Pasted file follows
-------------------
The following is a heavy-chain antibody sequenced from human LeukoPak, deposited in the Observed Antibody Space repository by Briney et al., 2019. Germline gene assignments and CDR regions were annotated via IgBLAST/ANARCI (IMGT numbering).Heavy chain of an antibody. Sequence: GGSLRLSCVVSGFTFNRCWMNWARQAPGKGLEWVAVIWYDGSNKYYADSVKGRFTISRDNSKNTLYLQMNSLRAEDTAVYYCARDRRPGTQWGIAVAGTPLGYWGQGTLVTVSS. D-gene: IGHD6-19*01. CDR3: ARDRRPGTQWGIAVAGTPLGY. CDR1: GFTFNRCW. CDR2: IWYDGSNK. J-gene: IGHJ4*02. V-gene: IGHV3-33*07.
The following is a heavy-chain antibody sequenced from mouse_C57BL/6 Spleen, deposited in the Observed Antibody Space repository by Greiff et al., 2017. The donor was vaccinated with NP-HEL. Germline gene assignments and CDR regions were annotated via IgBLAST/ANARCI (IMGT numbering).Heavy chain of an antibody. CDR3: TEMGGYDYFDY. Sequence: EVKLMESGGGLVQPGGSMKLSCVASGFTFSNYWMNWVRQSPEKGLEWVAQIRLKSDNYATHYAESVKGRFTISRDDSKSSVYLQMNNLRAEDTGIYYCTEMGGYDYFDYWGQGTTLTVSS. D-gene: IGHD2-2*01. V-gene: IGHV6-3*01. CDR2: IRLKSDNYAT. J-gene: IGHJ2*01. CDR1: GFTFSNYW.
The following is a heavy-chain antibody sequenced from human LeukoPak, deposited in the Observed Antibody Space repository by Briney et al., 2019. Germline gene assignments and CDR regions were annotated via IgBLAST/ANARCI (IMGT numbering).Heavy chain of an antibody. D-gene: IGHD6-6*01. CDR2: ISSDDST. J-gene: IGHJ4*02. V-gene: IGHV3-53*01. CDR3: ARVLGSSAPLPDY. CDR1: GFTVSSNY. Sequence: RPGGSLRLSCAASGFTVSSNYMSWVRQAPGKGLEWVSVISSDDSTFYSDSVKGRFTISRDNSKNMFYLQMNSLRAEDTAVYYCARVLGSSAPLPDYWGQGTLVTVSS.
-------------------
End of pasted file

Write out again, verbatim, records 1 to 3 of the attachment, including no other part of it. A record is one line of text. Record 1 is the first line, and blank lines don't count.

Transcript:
The following is a heavy-chain antibody sequenced from human LeukoPak, deposited in the Observed Antibody Space repository by Briney et al., 2019. Germline gene assignments and CDR regions were annotated via IgBLAST/ANARCI (IMGT numbering).Heavy chain of an antibody. Sequence: GGSLRLSCVVSGFTFNRCWMNWARQAPGKGLEWVAVIWYDGSNKYYADSVKGRFTISRDNSKNTLYLQMNSLRAEDTAVYYCARDRRPGTQWGIAVAGTPLGYWGQGTLVTVSS. D-gene: IGHD6-19*01. CDR3: ARDRRPGTQWGIAVAGTPLGY. CDR1: GFTFNRCW. CDR2: IWYDGSNK. J-gene: IGHJ4*02. V-gene: IGHV3-33*07.
The following is a heavy-chain antibody sequenced from mouse_C57BL/6 Spleen, deposited in the Observed Antibody Space repository by Greiff et al., 2017. The donor was vaccinated with NP-HEL. Germline gene assignments and CDR regions were annotated via IgBLAST/ANARCI (IMGT numbering).Heavy chain of an antibody. CDR3: TEMGGYDYFDY. Sequence: EVKLMESGGGLVQPGGSMKLSCVASGFTFSNYWMNWVRQSPEKGLEWVAQIRLKSDNYATHYAESVKGRFTISRDDSKSSVYLQMNNLRAEDTGIYYCTEMGGYDYFDYWGQGTTLTVSS. D-gene: IGHD2-2*01. V-gene: IGHV6-3*01. CDR2: IRLKSDNYAT. J-gene: IGHJ2*01. CDR1: GFTFSNYW.
The following is a heavy-chain antibody sequenced from human LeukoPak, deposited in the Observed Antibody Space repository by Briney et al., 2019. Germline gene assignments and CDR regions were annotated via IgBLAST/ANARCI (IMGT numbering).Heavy chain of an antibody. D-gene: IGHD6-6*01. CDR2: ISSDDST. J-gene: IGHJ4*02. V-gene: IGHV3-53*01. CDR3: ARVLGSSAPLPDY. CDR1: GFTVSSNY. Sequence: RPGGSLRLSCAASGFTVSSNYMSWVRQAPGKGLEWVSVISSDDSTFYSDSVKGRFTISRDNSKNMFYLQMNSLRAEDTAVYYCARVLGSSAPLPDYWGQGTLVTVSS.